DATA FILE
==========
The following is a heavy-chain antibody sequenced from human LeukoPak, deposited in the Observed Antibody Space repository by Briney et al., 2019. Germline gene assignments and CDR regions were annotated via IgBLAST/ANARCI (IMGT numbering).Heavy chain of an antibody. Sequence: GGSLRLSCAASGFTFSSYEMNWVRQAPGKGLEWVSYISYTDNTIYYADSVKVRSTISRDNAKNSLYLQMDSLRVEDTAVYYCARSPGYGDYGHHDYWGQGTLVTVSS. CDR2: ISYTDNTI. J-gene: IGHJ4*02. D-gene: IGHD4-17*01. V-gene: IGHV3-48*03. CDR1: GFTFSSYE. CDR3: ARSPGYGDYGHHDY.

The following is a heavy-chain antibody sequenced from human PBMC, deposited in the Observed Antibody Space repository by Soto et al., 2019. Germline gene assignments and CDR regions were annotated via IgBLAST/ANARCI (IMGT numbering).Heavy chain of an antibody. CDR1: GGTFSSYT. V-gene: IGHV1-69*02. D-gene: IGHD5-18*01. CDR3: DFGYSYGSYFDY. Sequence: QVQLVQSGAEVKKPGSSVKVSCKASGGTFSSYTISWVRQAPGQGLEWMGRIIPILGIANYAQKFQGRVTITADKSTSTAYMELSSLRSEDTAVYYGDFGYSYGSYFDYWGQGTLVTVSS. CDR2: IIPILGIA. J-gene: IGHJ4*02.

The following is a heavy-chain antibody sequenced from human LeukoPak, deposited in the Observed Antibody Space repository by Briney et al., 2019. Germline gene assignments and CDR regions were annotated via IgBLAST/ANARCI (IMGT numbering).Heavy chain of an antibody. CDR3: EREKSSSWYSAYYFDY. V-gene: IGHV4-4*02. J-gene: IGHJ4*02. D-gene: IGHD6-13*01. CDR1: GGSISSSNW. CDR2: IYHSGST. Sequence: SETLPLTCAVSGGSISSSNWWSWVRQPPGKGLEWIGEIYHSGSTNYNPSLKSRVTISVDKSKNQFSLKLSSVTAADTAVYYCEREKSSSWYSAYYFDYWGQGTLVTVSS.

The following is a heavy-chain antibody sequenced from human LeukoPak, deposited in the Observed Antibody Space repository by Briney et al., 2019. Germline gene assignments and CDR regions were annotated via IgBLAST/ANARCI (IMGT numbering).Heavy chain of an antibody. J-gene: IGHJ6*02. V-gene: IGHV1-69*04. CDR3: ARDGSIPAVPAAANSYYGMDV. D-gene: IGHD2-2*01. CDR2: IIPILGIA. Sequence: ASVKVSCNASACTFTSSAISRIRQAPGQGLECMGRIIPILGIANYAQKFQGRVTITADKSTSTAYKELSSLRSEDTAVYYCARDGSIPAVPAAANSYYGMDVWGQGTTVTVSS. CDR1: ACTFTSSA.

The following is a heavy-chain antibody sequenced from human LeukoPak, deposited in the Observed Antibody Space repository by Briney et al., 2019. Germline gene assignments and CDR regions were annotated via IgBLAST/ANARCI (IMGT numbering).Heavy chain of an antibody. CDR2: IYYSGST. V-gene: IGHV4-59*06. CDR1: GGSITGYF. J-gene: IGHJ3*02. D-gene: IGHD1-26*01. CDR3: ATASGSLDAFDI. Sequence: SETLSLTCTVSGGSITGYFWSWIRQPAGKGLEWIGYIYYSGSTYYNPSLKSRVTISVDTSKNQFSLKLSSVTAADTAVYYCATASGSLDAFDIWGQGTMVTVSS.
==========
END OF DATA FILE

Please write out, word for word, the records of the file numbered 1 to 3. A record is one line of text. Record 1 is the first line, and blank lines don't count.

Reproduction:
The following is a heavy-chain antibody sequenced from human LeukoPak, deposited in the Observed Antibody Space repository by Briney et al., 2019. Germline gene assignments and CDR regions were annotated via IgBLAST/ANARCI (IMGT numbering).Heavy chain of an antibody. Sequence: GGSLRLSCAASGFTFSSYEMNWVRQAPGKGLEWVSYISYTDNTIYYADSVKVRSTISRDNAKNSLYLQMDSLRVEDTAVYYCARSPGYGDYGHHDYWGQGTLVTVSS. CDR2: ISYTDNTI. J-gene: IGHJ4*02. D-gene: IGHD4-17*01. V-gene: IGHV3-48*03. CDR1: GFTFSSYE. CDR3: ARSPGYGDYGHHDY.

The following is a heavy-chain antibody sequenced from human PBMC, deposited in the Observed Antibody Space repository by Soto et al., 2019. Germline gene assignments and CDR regions were annotated via IgBLAST/ANARCI (IMGT numbering).Heavy chain of an antibody. CDR1: GGTFSSYT. V-gene: IGHV1-69*02. D-gene: IGHD5-18*01. CDR3: DFGYSYGSYFDY. Sequence: QVQLVQSGAEVKKPGSSVKVSCKASGGTFSSYTISWVRQAPGQGLEWMGRIIPILGIANYAQKFQGRVTITADKSTSTAYMELSSLRSEDTAVYYGDFGYSYGSYFDYWGQGTLVTVSS. CDR2: IIPILGIA. J-gene: IGHJ4*02.

The following is a heavy-chain antibody sequenced from human LeukoPak, deposited in the Observed Antibody Space repository by Briney et al., 2019. Germline gene assignments and CDR regions were annotated via IgBLAST/ANARCI (IMGT numbering).Heavy chain of an antibody. CDR3: EREKSSSWYSAYYFDY. V-gene: IGHV4-4*02. J-gene: IGHJ4*02. D-gene: IGHD6-13*01. CDR1: GGSISSSNW. CDR2: IYHSGST. Sequence: SETLPLTCAVSGGSISSSNWWSWVRQPPGKGLEWIGEIYHSGSTNYNPSLKSRVTISVDKSKNQFSLKLSSVTAADTAVYYCEREKSSSWYSAYYFDYWGQGTLVTVSS.